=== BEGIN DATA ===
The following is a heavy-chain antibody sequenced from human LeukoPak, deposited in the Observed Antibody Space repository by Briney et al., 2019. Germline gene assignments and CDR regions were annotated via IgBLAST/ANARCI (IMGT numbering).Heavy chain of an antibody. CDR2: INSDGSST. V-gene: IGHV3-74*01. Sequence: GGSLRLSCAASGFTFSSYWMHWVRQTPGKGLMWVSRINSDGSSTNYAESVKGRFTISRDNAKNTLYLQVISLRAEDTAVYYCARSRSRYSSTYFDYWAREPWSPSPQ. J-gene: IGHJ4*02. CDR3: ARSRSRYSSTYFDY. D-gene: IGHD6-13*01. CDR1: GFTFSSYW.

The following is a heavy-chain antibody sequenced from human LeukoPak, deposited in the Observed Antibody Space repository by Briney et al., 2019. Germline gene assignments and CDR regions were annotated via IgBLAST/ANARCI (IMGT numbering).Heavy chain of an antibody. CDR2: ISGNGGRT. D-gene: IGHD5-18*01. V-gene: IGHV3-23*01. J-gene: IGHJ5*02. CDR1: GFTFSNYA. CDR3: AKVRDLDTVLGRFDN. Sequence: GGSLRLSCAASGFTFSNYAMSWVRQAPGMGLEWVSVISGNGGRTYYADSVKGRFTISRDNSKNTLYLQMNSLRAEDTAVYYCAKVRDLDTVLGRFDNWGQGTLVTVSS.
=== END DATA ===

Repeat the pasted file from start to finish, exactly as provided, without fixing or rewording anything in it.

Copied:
The following is a heavy-chain antibody sequenced from human LeukoPak, deposited in the Observed Antibody Space repository by Briney et al., 2019. Germline gene assignments and CDR regions were annotated via IgBLAST/ANARCI (IMGT numbering).Heavy chain of an antibody. CDR2: INSDGSST. V-gene: IGHV3-74*01. Sequence: GGSLRLSCAASGFTFSSYWMHWVRQTPGKGLMWVSRINSDGSSTNYAESVKGRFTISRDNAKNTLYLQVISLRAEDTAVYYCARSRSRYSSTYFDYWAREPWSPSPQ. J-gene: IGHJ4*02. CDR3: ARSRSRYSSTYFDY. D-gene: IGHD6-13*01. CDR1: GFTFSSYW.

The following is a heavy-chain antibody sequenced from human LeukoPak, deposited in the Observed Antibody Space repository by Briney et al., 2019. Germline gene assignments and CDR regions were annotated via IgBLAST/ANARCI (IMGT numbering).Heavy chain of an antibody. CDR2: ISGNGGRT. D-gene: IGHD5-18*01. V-gene: IGHV3-23*01. J-gene: IGHJ5*02. CDR1: GFTFSNYA. CDR3: AKVRDLDTVLGRFDN. Sequence: GGSLRLSCAASGFTFSNYAMSWVRQAPGMGLEWVSVISGNGGRTYYADSVKGRFTISRDNSKNTLYLQMNSLRAEDTAVYYCAKVRDLDTVLGRFDNWGQGTLVTVSS.